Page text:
Washington, DC—As Norway’s fisheries minister, Per Sandberg, travels around New York June 7-8 to promote Norwegian seafood, the Animal Welfare Institute (AWI) urges the city’s retailers, consumers and restaurateurs to question the source of any Norwegian seafood due to its possible ties to the country’s barbaric whaling industry.
Sandberg is in town for the Global Compact Action Platform for Sustainable Ocean Business meeting at the United Nations on June 8 to promote the sustainable use of ocean resources. The Norwegian government is co-hosting the meeting, which coincides with World Oceans Day. Sandberg also plans to visit the well-known fish stall at Chelsea Market during his stay.
“Minister Sandberg’s New York visit to tout his country’s leadership on ocean sustainability and its protection of ocean health and resources ignores the elephant in the room,” said Susan Millward, director of marine programs for AWI. “While he touts Norwegian seafood in New York, Norwegian whalers are brutally slaying minke whales in utter disregard for the international community’s desire to stop commercial whaling.”
Since the Norwegian whaling season began in early April, 163 minke whales have been killed out of a total quota—set by Sandberg—of 1,278. Fifteen Norwegian vessels have permits to whale, and many of these boats also hold licenses to fish for commercially sought-after species such as cod, haddock, pollock and herring.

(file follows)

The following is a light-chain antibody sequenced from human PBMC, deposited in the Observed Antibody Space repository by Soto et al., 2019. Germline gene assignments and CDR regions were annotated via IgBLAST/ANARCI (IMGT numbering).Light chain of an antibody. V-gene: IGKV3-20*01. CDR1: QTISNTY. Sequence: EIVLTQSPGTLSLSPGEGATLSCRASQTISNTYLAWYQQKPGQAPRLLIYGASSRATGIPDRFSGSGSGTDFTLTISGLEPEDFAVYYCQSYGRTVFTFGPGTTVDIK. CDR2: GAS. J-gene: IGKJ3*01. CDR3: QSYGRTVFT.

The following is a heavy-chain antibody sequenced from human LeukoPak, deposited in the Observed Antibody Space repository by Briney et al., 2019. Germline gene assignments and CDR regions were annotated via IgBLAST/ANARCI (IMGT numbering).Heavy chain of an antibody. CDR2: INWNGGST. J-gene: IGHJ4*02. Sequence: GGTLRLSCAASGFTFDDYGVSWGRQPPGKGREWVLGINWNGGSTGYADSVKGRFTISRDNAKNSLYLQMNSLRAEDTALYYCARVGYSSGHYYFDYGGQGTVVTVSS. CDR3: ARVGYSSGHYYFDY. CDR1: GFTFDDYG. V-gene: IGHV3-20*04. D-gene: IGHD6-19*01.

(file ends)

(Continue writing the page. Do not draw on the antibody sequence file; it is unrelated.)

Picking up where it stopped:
Norway kills whales in defiance of a moratorium on commercial whaling approved by the International Whaling Commission (of which Norway is a member). Since the moratorium took effect in 1986, Norway has permitted the slaughter of 13,000 minke whales and is second only to Japan in the number of whales killed during this period. Japan provoked international outrage recently after it was revealed that a hunt last summer killed 333 minke whales, including 122 who were pregnant.
Living whales, according to peer-reviewed scientific research, provide significant ecological benefits to the marine environment—including carbon sequestration, increased productivity of fish stocks and marine biodiversity.
AWI urges New York seafood buyers to demand proof that these products did not come from a registered Norwegian whaling vessel. Given low domestic demand for whale meat in Norway, a number of whaling vessels rely on income from fishing to survive. Retailers should perform an audit of their supply chain to rule out whaling links, and AWI is willing to assist in this process.
“Norway is well aware that whales are worth far more alive than dead and yet it chooses to ignore this fact by continuing to promote its cruel and unnecessary whaling industry,” Millward said. “Buyers of Norwegian seafood keep this industry afloat by rewarding whalers.”
For more information on Norwegian whaling, visit: https://awionline.org/sites/default/files/uploads/documents/AWI-ML-NorwayReport-2016.pdf
Margie Fishman, (202) 446-2128, [email protected]